The U.S. is home to four major desert systems, and the largest encompasses a national park of the same name. But they might not be where you expect.
Deserts are places with low humidity and little precipitation — but they aren’t all hot. At least not all the time.
In places such as the Chihuahuan, Mojave and Sonoran Deserts, hardy plants and animals have adapted to live with persistent and often extreme heat. In Nevada, however, winter nights can get down below zero, snow falls year-round, and the area’s famous ancient bristlecone pines are worn and gnarled from centuries of harsh, blustery weather.
Yet, most of the state is covered by the Great Basin Desert, a 200,000-square-mile landscape that includes Great Basin National Park and extends into parts of California, Idaho, Oregon and Utah.
Here, the Sierra Nevada Mountains and Rocky Mountains block rain and moisture from the west and east respectively, creating the arid conditions that define it as a desert. And although summer temperatures reach into the 90s, the overall climate is much frostier than, say, Death Valley, earning Great Basin the distinction of being a “cold desert.”
Great Basin Desert and its namesake national park do have similarities to warm-weather deserts. Mountains eroded over centuries into the area’s fine soils. Many scrubby, tenacious plants take root in them, including species you would find farther south, such as sagebrush, juniper, pinyon pine trees and prickly pear cacti (though very few cacti live here overall). And the dry, mostly cloudless air contributes to remarkably clear night skies; in 2016, Great Basin was recognized as an International Dark-Sky Park, joining Big Bend, Bryce Canyon, Hovenweep, Joshua Tree and many other Southwestern desert parks in this coveted distinction.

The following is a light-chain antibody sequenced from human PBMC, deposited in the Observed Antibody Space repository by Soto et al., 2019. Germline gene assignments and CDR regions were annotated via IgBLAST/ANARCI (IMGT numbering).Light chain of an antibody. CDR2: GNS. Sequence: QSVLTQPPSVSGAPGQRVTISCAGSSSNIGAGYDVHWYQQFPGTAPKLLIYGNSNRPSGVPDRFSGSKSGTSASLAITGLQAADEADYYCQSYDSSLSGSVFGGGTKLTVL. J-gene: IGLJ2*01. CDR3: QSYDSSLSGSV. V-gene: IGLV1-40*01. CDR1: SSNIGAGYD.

Extreme changes in elevation add to the varied terrain at Great Basin National Park, which is home to numerous plant communities among its mountains, glaciers, caves and “playas,” the salt pans in the park’s valleys. Taking the 12-mile Wheeler Peak Scenic Drive is one way to see some of the different desert ecosystems in the park, starting in the sagebrush flats on the valley floor and climbing 4,000 feet through conifer and aspen forests up the park’s best-known mountain. The drive ends at a trailhead where visitors can climb another 2,900 feet on foot to Wheeler’s summit (weather permitting).
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Great Basin is not the only U.S. national park where visitors can experience a cold desert. Alaska has regions of “polar desert” with little snowfall, and Kobuk Valley National Park includes a desert above the Arctic Circle with remarkable shifting sand dunes. The park’s three dune fields are the largest active sand dunes in the Arctic, together comprising 30 square miles of rippling sand. The dunes were formed some 14,000 years ago from retreating glaciers, and vegetation has been slowly advancing on these sands ever since, stabilizing and seeding them with new life.
About the author
Jennifer Errick Managing Editor of Online Communications
Jennifer co-produces NPCA's podcast, The Secret Lives of Parks, and writes, edits and moderates online content.